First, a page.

Protein biosynthesis (Synthesis) is the process in which cells build proteins.
The term is sometimes used to refer only to protein translation but more often it refers to a multi-step process, beginning with amino acid synthesis and transcription which are then used for translation.
Protein biosynthesis, although very similar, differs between prokaryotes and eukaryotes.
The events following biosynthesis include post-translational modification and protein folding.
During and after synthesis, polypeptide chains often fold to assume, so called, native secondary and tertiary structures.
This is known as protein folding. Amino acids are the monomers which are polymerized to produce proteins.
Amino acid synthesis is the set of biochemical processes (metabolic pathways) which build the amino acids from carbon sources like glucose.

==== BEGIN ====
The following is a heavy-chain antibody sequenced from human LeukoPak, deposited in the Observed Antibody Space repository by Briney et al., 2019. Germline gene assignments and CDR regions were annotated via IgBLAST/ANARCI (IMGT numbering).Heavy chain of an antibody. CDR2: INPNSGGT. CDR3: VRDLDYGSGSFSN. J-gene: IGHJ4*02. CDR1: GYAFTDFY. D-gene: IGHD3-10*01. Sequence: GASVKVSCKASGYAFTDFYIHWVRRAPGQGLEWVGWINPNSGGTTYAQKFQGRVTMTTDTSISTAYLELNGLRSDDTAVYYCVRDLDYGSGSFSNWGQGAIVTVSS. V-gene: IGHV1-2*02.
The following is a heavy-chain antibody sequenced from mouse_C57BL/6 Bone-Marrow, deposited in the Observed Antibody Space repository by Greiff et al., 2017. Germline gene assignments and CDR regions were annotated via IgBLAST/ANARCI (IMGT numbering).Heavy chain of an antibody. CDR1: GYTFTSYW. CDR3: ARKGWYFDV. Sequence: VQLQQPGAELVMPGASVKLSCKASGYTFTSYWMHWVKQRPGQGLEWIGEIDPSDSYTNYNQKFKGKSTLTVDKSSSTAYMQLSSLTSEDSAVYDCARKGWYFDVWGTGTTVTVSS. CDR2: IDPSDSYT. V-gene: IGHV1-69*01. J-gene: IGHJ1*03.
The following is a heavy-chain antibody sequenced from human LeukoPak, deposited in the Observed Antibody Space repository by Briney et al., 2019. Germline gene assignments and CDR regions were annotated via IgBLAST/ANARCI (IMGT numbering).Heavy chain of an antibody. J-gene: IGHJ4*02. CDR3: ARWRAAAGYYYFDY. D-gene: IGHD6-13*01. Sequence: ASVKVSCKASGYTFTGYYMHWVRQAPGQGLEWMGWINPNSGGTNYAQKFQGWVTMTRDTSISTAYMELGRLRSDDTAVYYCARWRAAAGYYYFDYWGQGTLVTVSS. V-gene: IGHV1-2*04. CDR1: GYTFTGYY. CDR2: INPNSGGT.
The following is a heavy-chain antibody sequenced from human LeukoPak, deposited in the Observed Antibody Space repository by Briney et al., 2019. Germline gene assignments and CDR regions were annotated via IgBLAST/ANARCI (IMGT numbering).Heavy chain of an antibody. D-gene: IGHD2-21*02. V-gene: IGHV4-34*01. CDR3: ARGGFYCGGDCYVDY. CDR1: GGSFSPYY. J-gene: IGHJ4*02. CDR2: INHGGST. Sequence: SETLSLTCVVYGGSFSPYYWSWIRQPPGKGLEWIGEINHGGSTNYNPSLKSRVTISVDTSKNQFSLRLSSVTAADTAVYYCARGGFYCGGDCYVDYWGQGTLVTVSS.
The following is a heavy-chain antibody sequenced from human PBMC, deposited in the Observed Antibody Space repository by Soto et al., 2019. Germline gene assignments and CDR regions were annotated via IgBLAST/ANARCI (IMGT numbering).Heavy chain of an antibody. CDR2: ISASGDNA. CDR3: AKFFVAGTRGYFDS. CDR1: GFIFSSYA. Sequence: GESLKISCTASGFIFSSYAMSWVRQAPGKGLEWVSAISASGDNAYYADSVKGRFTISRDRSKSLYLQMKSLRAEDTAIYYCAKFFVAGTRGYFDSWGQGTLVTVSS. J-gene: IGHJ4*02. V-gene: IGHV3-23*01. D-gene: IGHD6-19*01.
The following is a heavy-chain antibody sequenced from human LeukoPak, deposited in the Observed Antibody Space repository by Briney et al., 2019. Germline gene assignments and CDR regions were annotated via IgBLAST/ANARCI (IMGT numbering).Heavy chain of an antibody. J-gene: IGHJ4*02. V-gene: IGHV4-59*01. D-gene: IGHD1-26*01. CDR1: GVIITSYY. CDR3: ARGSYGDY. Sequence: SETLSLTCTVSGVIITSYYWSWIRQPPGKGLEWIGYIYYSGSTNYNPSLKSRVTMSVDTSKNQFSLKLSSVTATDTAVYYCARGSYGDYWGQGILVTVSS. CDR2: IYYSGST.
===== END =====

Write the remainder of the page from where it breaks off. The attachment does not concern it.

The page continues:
Not all amino acids may be synthesised by every organism, for example adult humans have to obtain 8 of the 20 amino acids from their diet. The amino acids are then loaded onto tRNA molecules for use in the process of translation.
For more information about the topic Protein biosynthesis, read the full article at Wikipedia.org, or see the following related articles:
Editor's Note: This article is not intended to provide medical advice, diagnosis or treatment.
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